This lesson is based on classroom practice that has been proven, by research, to work.

Instructions to Draw a Treasure Map

5.00 out of 5
(1 customer review)


Activities in this lesson include learning about writing instructions and using bossy/imperative verbs before following instructions to draw a treasure map.

There is a five-minute evidence-based CPD activity at the end of this lesson which will develop classroom teachers’ skill set. This CPD consists of a research extract on collaboration with a five-minute activity based on this extract.   


These evidence-based learning (EBL) lessons are based on classroom practice that has been proven, by research, to maximise thinking, learning and attainment. From an extensive review of educational research, we identified the eight key classroom thinking and learning skills that were common across these research papers. We named these eight key skills “EBL skills”.

EBL skills have been proven by research to maximise learning because they combine the most productive thinking skills with the most effective learning behaviours. Each of our evidence-based learning lessons uses the English curriculum as a framework through which the eight EBL skills are delivered.

Teachers also have the opportunity to add to their own skill set or refresh their existing skills with our five-minute CPD activity, based on one of the EBL skills used in this lesson.

The skills in bold below are the EBL skills developed in this Pirate lesson. Click on each skill to learn more about that skill.

  1. Collaboration
  2. Thinking Skills
  3. Peer Assessment
  4. Peer Teaching
  5. Self-Assessment
  6. Metacognition
  7. Self-Regulation
  8. Independent Learning

1 review for Instructions to Draw a Treasure Map

  1. 5 out of 5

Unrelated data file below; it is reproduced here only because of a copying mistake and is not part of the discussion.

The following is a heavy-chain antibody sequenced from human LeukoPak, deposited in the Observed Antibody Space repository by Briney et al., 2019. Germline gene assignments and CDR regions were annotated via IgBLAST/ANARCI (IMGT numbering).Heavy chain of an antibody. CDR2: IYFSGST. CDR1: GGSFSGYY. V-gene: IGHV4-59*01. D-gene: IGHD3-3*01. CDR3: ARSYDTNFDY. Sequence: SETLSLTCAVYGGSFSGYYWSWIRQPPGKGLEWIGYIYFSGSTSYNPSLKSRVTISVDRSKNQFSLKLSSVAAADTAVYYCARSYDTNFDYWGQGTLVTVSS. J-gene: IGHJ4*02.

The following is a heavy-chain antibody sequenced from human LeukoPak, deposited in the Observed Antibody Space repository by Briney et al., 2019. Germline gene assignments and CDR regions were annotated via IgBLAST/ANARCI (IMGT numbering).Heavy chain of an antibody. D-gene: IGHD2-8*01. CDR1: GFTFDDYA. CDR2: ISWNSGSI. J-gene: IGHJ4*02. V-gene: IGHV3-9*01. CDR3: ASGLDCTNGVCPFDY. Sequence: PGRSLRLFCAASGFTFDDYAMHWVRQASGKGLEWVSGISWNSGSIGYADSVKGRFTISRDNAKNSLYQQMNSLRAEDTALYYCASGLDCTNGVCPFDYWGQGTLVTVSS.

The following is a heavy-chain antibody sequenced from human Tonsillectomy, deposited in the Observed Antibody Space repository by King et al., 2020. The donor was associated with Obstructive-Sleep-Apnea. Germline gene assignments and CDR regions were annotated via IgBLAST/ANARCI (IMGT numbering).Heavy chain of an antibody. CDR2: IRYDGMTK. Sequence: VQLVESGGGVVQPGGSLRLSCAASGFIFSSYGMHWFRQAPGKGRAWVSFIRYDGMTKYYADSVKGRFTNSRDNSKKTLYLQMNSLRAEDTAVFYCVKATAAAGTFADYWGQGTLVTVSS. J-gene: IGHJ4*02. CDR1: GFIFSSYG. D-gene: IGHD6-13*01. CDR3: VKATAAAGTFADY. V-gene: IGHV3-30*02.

Philipem (verified owner)

    We asked a.i. to review this lesson. This is what it said:

    ⭐⭐⭐⭐⭐ A Treasure Trove of Instructional Writing Practice

    I recently stumbled upon a gem of a KS2 resource for teaching instructional writing in an engaging pirate theme. It’s called “Instructions to Draw a Treasure Map” and uses the fun context of pirates to build vital literacy skills.

    This resource first explains the key features of instructional writing. It looks at the use of imperative/bossy verbs that provide direct commands. Students then identify bossy verbs in example pirate instructions.

    A highlight is pupils working in groups to follow instructions to draw their own treasure map. This collaborative task encourages discussion of the instructional text.

    There are also self-regulation activities that get students reflecting on their performance in group work. This develops the metacognition needed for independent learning.

    The five-minute CPD section summarizes research on effective collaboration strategies – perfect for any teacher wanting to develop this area.

    Overall, this pirate resource provides a creative way to advance instructional writing abilities. Activities give the context for students to apply their understanding of imperative verbs in their own map drawing. I would strongly recommend it as an engaging literacy lesson. The blend of English and key evidence-based skills make this a 5 star resource.

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Instructions to Draw a Treasure Map - Pirates (lower) - KS2 English Evidence Based Learning lesson
Instructions to Draw a Treasure Map